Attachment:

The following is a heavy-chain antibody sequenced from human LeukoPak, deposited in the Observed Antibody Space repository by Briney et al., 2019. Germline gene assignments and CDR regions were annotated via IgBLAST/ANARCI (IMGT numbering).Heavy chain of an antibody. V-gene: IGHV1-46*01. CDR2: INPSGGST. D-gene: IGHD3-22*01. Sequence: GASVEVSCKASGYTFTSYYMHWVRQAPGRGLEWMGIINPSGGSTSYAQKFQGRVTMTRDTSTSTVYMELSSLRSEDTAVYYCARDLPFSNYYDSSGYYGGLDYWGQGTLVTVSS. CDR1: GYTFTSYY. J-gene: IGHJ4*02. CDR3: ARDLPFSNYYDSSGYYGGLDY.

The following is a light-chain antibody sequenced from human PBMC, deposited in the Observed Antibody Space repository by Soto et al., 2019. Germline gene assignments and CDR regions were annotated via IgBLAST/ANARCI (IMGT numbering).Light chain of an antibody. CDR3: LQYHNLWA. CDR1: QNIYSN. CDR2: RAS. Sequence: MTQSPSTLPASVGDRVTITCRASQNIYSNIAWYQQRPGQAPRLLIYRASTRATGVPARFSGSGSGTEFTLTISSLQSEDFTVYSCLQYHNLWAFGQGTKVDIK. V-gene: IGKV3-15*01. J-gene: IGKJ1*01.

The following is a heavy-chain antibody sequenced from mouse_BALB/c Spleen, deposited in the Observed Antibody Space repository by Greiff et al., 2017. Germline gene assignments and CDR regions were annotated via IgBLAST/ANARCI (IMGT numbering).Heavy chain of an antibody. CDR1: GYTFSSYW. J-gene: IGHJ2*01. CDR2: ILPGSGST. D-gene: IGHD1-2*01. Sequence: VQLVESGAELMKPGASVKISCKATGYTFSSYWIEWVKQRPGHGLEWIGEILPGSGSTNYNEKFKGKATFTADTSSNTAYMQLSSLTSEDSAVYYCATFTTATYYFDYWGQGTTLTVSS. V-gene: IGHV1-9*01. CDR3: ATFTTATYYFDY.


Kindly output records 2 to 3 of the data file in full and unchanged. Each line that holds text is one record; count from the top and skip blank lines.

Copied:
The following is a light-chain antibody sequenced from human PBMC, deposited in the Observed Antibody Space repository by Soto et al., 2019. Germline gene assignments and CDR regions were annotated via IgBLAST/ANARCI (IMGT numbering).Light chain of an antibody. CDR3: LQYHNLWA. CDR1: QNIYSN. CDR2: RAS. Sequence: MTQSPSTLPASVGDRVTITCRASQNIYSNIAWYQQRPGQAPRLLIYRASTRATGVPARFSGSGSGTEFTLTISSLQSEDFTVYSCLQYHNLWAFGQGTKVDIK. V-gene: IGKV3-15*01. J-gene: IGKJ1*01.

The following is a heavy-chain antibody sequenced from mouse_BALB/c Spleen, deposited in the Observed Antibody Space repository by Greiff et al., 2017. Germline gene assignments and CDR regions were annotated via IgBLAST/ANARCI (IMGT numbering).Heavy chain of an antibody. CDR1: GYTFSSYW. J-gene: IGHJ2*01. CDR2: ILPGSGST. D-gene: IGHD1-2*01. Sequence: VQLVESGAELMKPGASVKISCKATGYTFSSYWIEWVKQRPGHGLEWIGEILPGSGSTNYNEKFKGKATFTADTSSNTAYMQLSSLTSEDSAVYYCATFTTATYYFDYWGQGTTLTVSS. V-gene: IGHV1-9*01. CDR3: ATFTTATYYFDY.